wBTC and other Wrapped assets

I’ve read that conversion from BTC --> wBTC and the like doesn’t trigger a capital gain and that tyhe previous cost basis can carry over, is that a reasonable expectation? Assuming the same applies for things like ETH -->wETH.

Perhaps slightly different, would using BTC to directly trade for wBTC on an exchange like Coinbase be any different?

This is a grey area without any clear guidance from the IRS so there are two interpretations:

  1. It’s a taxable crypto-to-crypto trade (conservative position)
  2. It’s a non-taxable swap (new coin takes on the cost basis and holding period of the original coin)

You should connect with your tax advisor on how to handle these.

Is there an existing work around for tracking for minting WBTC from BTC? Any idea on timeline for automatically tracking?

To match up the two sides of the transaction: edit the BTC send transaction to make it a trade for WBTC in the appropriate wallet. Then mark the separate (now duplicated) receive WBTC as ignored. This is similar to the ICO transfer matching steps.

Long term: tracking a resolution for this.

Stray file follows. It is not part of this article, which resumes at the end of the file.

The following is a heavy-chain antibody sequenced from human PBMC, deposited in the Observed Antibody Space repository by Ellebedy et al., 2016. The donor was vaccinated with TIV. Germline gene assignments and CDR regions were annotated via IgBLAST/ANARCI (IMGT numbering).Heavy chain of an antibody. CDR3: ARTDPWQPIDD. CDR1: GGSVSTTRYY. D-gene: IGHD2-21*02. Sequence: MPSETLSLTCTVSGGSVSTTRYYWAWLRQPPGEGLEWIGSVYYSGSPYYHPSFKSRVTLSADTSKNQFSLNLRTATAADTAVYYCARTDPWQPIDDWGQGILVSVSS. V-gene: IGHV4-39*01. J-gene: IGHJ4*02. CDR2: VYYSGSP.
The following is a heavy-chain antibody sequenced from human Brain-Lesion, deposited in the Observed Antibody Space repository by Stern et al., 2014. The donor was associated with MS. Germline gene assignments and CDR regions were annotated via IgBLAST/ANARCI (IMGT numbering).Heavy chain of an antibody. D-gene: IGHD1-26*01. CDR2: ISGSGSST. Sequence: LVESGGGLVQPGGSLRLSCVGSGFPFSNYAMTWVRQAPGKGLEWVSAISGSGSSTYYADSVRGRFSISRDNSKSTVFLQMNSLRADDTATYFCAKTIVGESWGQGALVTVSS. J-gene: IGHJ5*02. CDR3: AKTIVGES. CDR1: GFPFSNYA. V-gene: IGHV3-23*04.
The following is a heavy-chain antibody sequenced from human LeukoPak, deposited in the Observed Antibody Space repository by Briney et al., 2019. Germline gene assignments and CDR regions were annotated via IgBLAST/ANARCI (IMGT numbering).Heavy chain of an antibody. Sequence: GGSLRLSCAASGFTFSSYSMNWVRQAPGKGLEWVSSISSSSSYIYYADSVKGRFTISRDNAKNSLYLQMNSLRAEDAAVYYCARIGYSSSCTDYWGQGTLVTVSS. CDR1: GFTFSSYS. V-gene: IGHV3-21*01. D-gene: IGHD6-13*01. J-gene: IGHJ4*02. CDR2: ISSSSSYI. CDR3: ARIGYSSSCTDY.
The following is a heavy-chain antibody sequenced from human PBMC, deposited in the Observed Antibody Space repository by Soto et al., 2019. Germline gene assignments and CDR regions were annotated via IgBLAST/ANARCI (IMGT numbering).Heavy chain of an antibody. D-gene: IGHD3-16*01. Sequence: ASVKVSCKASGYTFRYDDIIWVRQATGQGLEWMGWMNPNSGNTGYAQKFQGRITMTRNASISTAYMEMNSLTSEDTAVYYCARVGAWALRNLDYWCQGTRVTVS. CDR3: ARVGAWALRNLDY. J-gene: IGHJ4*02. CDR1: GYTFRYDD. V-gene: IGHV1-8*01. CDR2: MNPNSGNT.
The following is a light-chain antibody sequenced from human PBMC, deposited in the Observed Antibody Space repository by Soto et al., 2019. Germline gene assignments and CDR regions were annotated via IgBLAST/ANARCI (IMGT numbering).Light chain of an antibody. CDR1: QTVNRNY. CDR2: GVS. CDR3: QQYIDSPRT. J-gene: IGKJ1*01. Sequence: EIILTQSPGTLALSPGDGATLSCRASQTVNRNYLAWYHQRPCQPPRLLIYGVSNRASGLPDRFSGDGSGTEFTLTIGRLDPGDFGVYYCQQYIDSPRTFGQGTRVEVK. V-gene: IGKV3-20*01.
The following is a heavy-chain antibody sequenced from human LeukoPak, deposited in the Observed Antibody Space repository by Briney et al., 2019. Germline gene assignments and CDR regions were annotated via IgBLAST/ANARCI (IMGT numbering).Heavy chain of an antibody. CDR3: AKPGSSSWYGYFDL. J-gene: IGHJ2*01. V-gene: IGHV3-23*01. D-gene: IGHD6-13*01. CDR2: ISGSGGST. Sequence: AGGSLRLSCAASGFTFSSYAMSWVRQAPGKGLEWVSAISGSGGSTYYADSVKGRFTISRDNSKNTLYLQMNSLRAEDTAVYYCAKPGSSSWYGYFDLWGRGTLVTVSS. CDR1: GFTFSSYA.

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Thank you, Chandan. Much appreciated.

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It’s similar to exchanging one stable coin for another in the eyes of the IRS. Even when both stable coins are $1 or 1 to 1. I would say you still have to track the cost basis like you do with stable coins. The difference with a coin that moves in value is that you are going to trigger a taxable event. For example, if you bought your BTC for 48,500.15 then converted it to wBTC for 48,500.15 you would have no taxable event as it’s the same price. However for example, if you bought BTC at 48,500.15 and converted it later to wBTC at 51,810.50 you would end up with a taxable event of 3,310.35 since the price of Bitcoin moved up. On the plus side, it may also trigger losses if the price of Bitcoin went down, which you could claim.

This is basically how I see it getting taxed and how the current tax code is written. I don’t see it being safe to do it the other way as I don’t think it follows the IRS tax codes. The only way that changes is if the IRS clarifies differently how DeFi tokens are taxed. Or creates a new law where swapping the wrapped tokens in the DeFi space doesn’t trigger a taxable event.

What I think you are confusing this with is in regards to Token Swaps. This would only happen in cases like where EOS ERC-20 token was swapped for mainnet coins and the ERC-20 token was deprecated. In this case, it would be treated like what happens when your stock goes through a merger or acquisition, in which you end up with new shares of something else. The IRS does not look at the event as a taxable transaction cost basis from old shares carry over to the new ones.